Jewish leadership is not born of title or status, it is a function of the leader or leadership organization’s ideas, talents and resources and the strong will follow that which the situationally positioned will propose.
by Robert Hyfler
Strategic Equity. You can’t buy it, you can’t build it overnight. Through a century of Jewish communal practice five partnership reinforcing activities have been nurtured and refined. Today, where challenges cut across sectors and single agency skill sets, the Jewish community writ large is positioned to cash in on collaborative efforts that deliver. Each activity noted below may be present in the arenas of others; it is however unlikely that they exist in as strong a strategic fit as they have over time in the Jewish world.
The Concept of Community and Network
The successful collaboration can never be the refuge of the weak but rather the opportunity of the strong, the interconnected, the often convened and the supported.
It is fashionable to knock Federation annual campaigns and even the language of collective responsibility. However, the truism still holds that strong donor networks supporting a set of interlocking basic services reinforce the vitality of a communal whole. As long as the concept of core operating support still resonates within these networks (and unfortunately it is weakening in some places) agencies maintain the vigor and resilience to collaborate and entertain new partnerships.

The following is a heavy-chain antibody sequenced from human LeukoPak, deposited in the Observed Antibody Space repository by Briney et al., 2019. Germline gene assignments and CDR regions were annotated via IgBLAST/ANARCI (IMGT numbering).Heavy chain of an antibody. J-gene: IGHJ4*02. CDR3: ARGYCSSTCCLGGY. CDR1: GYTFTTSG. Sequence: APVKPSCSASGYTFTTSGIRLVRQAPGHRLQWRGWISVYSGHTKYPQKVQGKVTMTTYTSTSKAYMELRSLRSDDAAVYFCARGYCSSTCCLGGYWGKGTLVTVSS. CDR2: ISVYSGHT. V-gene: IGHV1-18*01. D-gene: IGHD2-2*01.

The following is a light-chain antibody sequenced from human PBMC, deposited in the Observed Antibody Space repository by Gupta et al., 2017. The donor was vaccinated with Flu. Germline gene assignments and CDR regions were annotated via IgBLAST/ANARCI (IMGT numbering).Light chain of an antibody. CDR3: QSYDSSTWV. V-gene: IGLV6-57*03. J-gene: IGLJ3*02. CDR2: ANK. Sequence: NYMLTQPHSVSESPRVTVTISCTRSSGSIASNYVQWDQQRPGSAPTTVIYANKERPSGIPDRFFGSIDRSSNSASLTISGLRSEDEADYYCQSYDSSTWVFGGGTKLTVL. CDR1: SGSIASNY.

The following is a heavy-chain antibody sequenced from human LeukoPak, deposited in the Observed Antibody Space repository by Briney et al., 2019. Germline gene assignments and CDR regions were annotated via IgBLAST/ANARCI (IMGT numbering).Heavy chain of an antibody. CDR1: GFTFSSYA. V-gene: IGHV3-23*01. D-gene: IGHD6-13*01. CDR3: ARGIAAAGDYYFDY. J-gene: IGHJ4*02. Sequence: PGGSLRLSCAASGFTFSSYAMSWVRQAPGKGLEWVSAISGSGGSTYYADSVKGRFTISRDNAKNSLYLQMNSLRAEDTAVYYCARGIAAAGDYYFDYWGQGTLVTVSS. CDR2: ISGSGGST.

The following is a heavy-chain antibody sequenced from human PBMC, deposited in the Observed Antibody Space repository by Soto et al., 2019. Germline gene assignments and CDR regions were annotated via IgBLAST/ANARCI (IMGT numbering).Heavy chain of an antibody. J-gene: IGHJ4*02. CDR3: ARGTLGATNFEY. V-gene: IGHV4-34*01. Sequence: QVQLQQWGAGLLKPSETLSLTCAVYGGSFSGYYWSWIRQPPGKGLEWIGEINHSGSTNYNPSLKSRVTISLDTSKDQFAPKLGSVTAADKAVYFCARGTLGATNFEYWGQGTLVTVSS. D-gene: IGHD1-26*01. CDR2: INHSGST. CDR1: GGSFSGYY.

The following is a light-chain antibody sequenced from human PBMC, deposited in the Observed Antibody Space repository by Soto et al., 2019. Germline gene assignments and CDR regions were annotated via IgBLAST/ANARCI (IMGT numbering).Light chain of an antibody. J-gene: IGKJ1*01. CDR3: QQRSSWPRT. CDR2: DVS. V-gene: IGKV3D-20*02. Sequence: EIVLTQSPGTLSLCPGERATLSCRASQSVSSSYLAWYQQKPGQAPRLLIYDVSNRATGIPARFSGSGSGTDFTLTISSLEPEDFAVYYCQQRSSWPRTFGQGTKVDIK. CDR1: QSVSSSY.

The Legitimacy of Leadership
In times of opportunity and crisis Jews will bemoan the absence of visionary and proactive leadership more than they will grumble about the entitled few and heavy handedness. Foundations, global agencies, denominational movements and Federations are expected to assert situational authority and aggressively convene and engage. Jewish leadership is not born of title or status, it is a function of the leader or leadership organization’s ideas, talents and resources and (a note to a new generation) the strong will follow that which the situationally positioned will propose.
“I go to meetings in my community and I see the same people over and over – Oy!”
The 20th Century “Oy” can be the 21st century secret weapon. Interlocking agency boards along with often convened sister agencies bring to the table a common vocabulary of style and substance and know how to manage the boundaries of trust and expectations.
Show me an agency that recruits its board from that wide swatch of the community that includes members of other boards and I will show you an agency executive that has license to go beyond fundraising and turf protection. It will be an agency that must be honest with its board and donors about what it can and cannot do on its own – in short an organization ready to collaborate in smart and sustainable ways.
No Boundaries – No Comfort Zones
Sit in on a board meeting of a Jewish agency. When an external threat or existential challenge presents itself in Israel or an overseas Jewish community, the most locally centered, single client based agency will ask, “How can we help, what might be our role?” The agenda is such that, to resurrect an old joke, when a Jew in Kiev sneezes a Jew in Birmingham (either one) reaches for the tissues. Some joke. When Storm Sandy hit trauma support teams from Israel showed up in the Rockaways.